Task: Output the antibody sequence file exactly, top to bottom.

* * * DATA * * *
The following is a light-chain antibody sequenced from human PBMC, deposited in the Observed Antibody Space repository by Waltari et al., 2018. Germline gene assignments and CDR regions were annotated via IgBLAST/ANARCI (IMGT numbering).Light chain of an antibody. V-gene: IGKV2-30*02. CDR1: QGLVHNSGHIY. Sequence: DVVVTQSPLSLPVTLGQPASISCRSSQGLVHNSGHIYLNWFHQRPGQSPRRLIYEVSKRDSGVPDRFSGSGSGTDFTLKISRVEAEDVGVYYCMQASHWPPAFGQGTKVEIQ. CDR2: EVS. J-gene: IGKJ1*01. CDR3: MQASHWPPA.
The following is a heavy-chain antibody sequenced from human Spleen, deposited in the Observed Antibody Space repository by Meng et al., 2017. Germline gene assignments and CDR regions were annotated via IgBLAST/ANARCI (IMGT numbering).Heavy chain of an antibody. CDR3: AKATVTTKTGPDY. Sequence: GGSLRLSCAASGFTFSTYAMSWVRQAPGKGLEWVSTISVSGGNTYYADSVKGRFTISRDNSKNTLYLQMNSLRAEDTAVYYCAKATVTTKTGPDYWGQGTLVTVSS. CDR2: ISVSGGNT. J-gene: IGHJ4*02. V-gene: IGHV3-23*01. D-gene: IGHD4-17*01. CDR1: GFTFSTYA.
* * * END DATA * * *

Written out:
The following is a light-chain antibody sequenced from human PBMC, deposited in the Observed Antibody Space repository by Waltari et al., 2018. Germline gene assignments and CDR regions were annotated via IgBLAST/ANARCI (IMGT numbering).Light chain of an antibody. V-gene: IGKV2-30*02. CDR1: QGLVHNSGHIY. Sequence: DVVVTQSPLSLPVTLGQPASISCRSSQGLVHNSGHIYLNWFHQRPGQSPRRLIYEVSKRDSGVPDRFSGSGSGTDFTLKISRVEAEDVGVYYCMQASHWPPAFGQGTKVEIQ. CDR2: EVS. J-gene: IGKJ1*01. CDR3: MQASHWPPA.
The following is a heavy-chain antibody sequenced from human Spleen, deposited in the Observed Antibody Space repository by Meng et al., 2017. Germline gene assignments and CDR regions were annotated via IgBLAST/ANARCI (IMGT numbering).Heavy chain of an antibody. CDR3: AKATVTTKTGPDY. Sequence: GGSLRLSCAASGFTFSTYAMSWVRQAPGKGLEWVSTISVSGGNTYYADSVKGRFTISRDNSKNTLYLQMNSLRAEDTAVYYCAKATVTTKTGPDYWGQGTLVTVSS. CDR2: ISVSGGNT. J-gene: IGHJ4*02. V-gene: IGHV3-23*01. D-gene: IGHD4-17*01. CDR1: GFTFSTYA.